There are several ways to travel from Spello to Assisi. The first, quickest but most boring, is via the main route SS75. Secondly, the local roads that go gently north through some small historic villages. And the road we chose. Right up almost to the summit of the Mountain, some 1290 metres (4230 feet) high. The mountain was (and perhaps still is) regarded as a sacred and mystical place; the beauty and solitude was certainly inspiring. The route follows an ancient cart track, winding steeply upwards with hair-raising hairpin bends (particularly when the driver is situated on the blind side of the car, as was I). The surface degenerated as we ascended, and soon we were driving over a pounded stone track, full of holes and rocks. Luckily we met few other cars (I should have wondered why) so were able to use the width of the road when things got really bad. The track was barely wide enough for 2 vehicles with very few passing places. Fortunately I was able to pull over when a large cattle truck approached from behind; we saw him shortly afterwards disgorging the animals onto the high pastures. We reached the snow line shortly afterwards.
Mini Adventure: Mount Subasio, Italy
Where do you take your Mini?
When we did get the chance to stop, we were treated to superb views across to the Appenines.
View from Monte Subasio
Eventually we got our first view of Assisi, tumbling down the lower slopes of the mountain, the rose hue of its stones shimmering through the swirling cloud.
Assisi from Monte Subasio
Assisi was the birthplace of Saint Francis, and it was here that he set up his religious order, based on the vows of poverty, chastity and obedience. The town is permeated by monuments and art commemorating the life and works of both Saint Francis and Saint Clare, who also lived and worked in Assisi. It is for this reason that the town remains a place of pilgrimage for many Christians, and is one of the main tourist centres in Italy.
The most significant monument is the Basilica of Saint Francis, constructed shortly after his death in 1226, although much of the internal decoration was added later. The Basilica dominates the town; externally I did not think it was beautiful architecturally, but inside it was visually stunning.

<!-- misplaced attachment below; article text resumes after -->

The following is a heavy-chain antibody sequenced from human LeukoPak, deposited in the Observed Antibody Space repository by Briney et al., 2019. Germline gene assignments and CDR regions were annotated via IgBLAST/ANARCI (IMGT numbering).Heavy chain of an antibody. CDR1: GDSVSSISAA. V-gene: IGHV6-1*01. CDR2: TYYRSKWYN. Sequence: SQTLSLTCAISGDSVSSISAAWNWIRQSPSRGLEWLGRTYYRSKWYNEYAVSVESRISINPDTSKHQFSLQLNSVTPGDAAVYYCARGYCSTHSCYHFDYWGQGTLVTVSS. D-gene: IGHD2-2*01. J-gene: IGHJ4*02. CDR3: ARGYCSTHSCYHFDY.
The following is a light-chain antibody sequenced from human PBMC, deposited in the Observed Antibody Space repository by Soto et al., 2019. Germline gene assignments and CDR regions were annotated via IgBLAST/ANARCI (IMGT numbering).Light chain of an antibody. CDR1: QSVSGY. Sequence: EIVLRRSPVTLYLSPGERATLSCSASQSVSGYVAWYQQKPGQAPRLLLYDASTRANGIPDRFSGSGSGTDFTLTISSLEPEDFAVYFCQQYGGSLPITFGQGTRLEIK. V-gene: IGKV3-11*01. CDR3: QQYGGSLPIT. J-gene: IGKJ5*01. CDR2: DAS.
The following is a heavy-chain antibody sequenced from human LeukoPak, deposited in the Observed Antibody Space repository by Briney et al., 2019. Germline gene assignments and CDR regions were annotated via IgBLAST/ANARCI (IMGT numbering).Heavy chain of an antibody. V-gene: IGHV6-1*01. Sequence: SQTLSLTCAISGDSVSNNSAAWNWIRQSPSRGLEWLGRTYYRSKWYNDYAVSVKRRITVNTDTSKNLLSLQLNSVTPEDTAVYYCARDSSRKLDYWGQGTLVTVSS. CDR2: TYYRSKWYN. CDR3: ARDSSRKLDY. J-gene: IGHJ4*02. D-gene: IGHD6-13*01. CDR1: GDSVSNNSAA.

Basilica of Saint Francis, Assisi
The Basilica consists of 2 churches: the upper church was built on top of the lower church and the crypt. All have been damaged to some extent by earthquakes, but the restoration has been well executed. The tomb of Saint Francis is in the crypt, along with those of several of his closest followers.
The lower church is rather dark, but the quality of the wonderfully rich art is superb. Some of the greatest artists of the age, including Giotto, Cimabue and the unidentified Maestro di San Francesco contributed to the frescoes. No photography is allowed, so the following photos are taken from postcards, just to illustrate the extent of the decoration.
Basilica of St Francis, Assisi. Lower church.
Madonna and Child by Pietro Lorenzetti. Lower church, Basilica of St Francis, Assisi
The upper church is lofty and bright. Its art is more famous (though I am a fan of the lower church art), in particular the episodes from the life of Saint Francis are considered to be amongst the world’s great masterpieces. This fresco cycle was attributed to Giotto and his assistant, but more latterly is thought to be the work of the Maestro di San Francesco. But both Giotto and Cimabue are well represented in the art of the upper church.
Basilica of St Francis, Assisi. Upper church.
Assisi, view from the Basilica
Leaving the Basilica, we walked to the main square – the Piazza del Comune – which is largely medieval and well preserved. In fact, the Temple of Minerva (1st Century BC) and the Torre del Popolo (13th Century) can be seen in one of the frescoes of the life of Saint Francis!
Piazza del Comune, Assisi. Temple of Minerva and Torre del Popolo
The town was crowded with tourists, surprising this early in the year. It was disappointing that many of the restaurants and shops seemed to cater entirely for the tourists, with fast food and cheap religious souveniers everywhere. I have said before that I am not religious, but I love the architecture and art that organised religion has generated over the decades. I still find it distasteful that making money is such a key feature of many religious sites.
We called it a day at that point; it is just too much to take in on a single visit, so we will return to again do battle with the crowds.